Almost everyone that I advise in talent management strives to be more strategic. Unfortunately, “being strategic” is just mostly talk. Less than 1 percent of talent leaders have found the time to conduct a “strategic audit” to actually assess how strategic they have been during the last year. Talking strategically is not enough, because in order to be strategic, you must act forward-looking, produce measurable impacts on business goals, and provide a competitive advantage for your firm. If you are not sure whether you are meeting each of these three characteristics, I hope you find this list to be a helpful starting point.

Dr. John Sullivan, professor, author, corporate speaker, and advisor, is an internationally known HR thought-leader from the Silicon Valley who specializes in providing bold and high-business-impact talent management solutions.

He’s a prolific author with over 900 articles and 10 books covering all areas of talent management. He has written over a dozen white papers, conducted over 50 webinars, dozens of workshops, and he has been featured in over 35 videos. He is an engaging corporate speaker who has excited audiences at over 300 corporations/ organizations in 30 countries on all six continents. His ideas have appeared in every major business source including the Wall Street Journal, Fortune, BusinessWeek, Fast Company, CFO, Inc., NY Times, SmartMoney, USA Today, HBR, and the Financial Times. In addition, he writes for the WSJ Experts column. He has been interviewed on CNN and the CBS and ABC nightly news, NPR, as well many local TV and radio outlets. Fast Company called him the "Michael Jordan of Hiring," called him “the father of HR metrics,” and SHRM called him “One of the industry's most respected strategists." He was selected among HR’s “Top 10 Leading Thinkers” and he was ranked No. 8 among the top 25 online influencers in talent management. He served as the Chief Talent Officer of Agilent Technologies, the HP spinoff with 43,000 employees, and he was the CEO of the Business Development Center, a minority business consulting firm in Bakersfield, California. He is currently a Professor of Management at San Francisco State (1982 – present). His articles can be found all over the Internet and on his popular website and on He lives in Pacifica, California.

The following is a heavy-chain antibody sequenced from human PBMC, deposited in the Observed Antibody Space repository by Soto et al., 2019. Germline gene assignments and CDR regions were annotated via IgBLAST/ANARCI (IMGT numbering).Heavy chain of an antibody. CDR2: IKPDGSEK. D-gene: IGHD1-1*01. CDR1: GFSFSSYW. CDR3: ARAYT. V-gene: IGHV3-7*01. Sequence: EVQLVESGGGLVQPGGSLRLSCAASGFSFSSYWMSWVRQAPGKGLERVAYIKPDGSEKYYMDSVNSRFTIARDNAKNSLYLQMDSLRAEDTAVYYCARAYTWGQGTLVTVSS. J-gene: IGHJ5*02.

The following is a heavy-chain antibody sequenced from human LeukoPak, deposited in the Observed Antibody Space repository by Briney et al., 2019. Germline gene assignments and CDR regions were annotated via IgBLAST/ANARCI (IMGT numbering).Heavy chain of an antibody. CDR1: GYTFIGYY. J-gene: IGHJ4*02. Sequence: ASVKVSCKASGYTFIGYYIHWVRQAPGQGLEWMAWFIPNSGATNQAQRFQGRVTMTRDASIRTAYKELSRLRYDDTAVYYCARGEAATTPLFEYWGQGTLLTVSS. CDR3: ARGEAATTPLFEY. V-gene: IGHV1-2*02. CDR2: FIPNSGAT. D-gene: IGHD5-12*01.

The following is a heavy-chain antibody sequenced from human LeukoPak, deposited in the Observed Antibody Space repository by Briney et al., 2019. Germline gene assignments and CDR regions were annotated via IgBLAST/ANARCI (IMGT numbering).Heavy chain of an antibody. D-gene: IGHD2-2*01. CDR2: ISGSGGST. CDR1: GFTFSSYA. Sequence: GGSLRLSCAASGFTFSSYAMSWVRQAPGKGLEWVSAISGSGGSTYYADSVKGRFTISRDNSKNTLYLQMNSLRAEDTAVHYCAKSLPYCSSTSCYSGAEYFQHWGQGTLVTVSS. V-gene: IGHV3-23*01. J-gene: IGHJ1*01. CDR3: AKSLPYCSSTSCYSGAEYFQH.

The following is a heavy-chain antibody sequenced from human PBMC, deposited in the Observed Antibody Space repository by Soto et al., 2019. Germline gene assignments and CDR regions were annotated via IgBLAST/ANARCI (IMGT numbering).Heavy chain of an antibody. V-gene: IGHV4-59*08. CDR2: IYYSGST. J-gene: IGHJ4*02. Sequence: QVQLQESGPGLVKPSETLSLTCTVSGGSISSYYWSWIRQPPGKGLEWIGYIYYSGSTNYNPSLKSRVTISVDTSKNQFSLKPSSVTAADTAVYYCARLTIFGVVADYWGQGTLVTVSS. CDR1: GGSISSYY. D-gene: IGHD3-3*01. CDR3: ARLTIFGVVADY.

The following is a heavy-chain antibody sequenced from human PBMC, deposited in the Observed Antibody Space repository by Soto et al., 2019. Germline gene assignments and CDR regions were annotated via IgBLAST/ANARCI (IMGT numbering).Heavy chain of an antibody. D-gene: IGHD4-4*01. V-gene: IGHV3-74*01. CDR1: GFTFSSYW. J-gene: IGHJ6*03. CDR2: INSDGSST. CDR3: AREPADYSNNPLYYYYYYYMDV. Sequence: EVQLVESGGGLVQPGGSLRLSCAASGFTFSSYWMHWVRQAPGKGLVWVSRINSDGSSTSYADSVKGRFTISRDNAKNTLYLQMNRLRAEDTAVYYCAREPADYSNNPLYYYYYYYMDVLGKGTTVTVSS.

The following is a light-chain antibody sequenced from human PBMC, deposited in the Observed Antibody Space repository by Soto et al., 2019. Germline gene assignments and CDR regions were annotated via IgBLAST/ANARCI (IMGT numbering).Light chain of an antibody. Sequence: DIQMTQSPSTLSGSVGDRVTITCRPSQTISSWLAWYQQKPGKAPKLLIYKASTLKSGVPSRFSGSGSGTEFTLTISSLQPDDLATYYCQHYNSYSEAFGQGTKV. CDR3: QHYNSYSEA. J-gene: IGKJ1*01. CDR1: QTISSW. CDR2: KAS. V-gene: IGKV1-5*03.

2 Comments on “Top 10 New Year’s Resolutions for Strategic Talent Leaders

  1. These are all worthy goals for talent management professionals. Do you have recommendations for an effective framework for consistently executing on goals like this and keeping them top-of-mind? I was able to put together a successful system for personal development goals that could probably be easily applied to achieve better followthrough for professional development recommendations like this:

  2. Hi Dr. Sullivan,
    As a mega-proponent for the ER approach, I’m sure you are also well aware of the problems with ER, even considering online social networks which extends employee’s networks.

    A communication mismatch between employer/referrer as a group and job seekers as another group is the major issue facing most employee referral programs, regardless of incentive. Lack of access to each other in a straightforward way is the major hurdle. Experiencing that in my own career, I started to fix that for any party still in the suffering. Users can try out the live demo there to see how it fixes their issues.

    I wonder whether you can take a look at it and write some comments about it from your expert point of view.

    Thank you,

    Kuising Wang,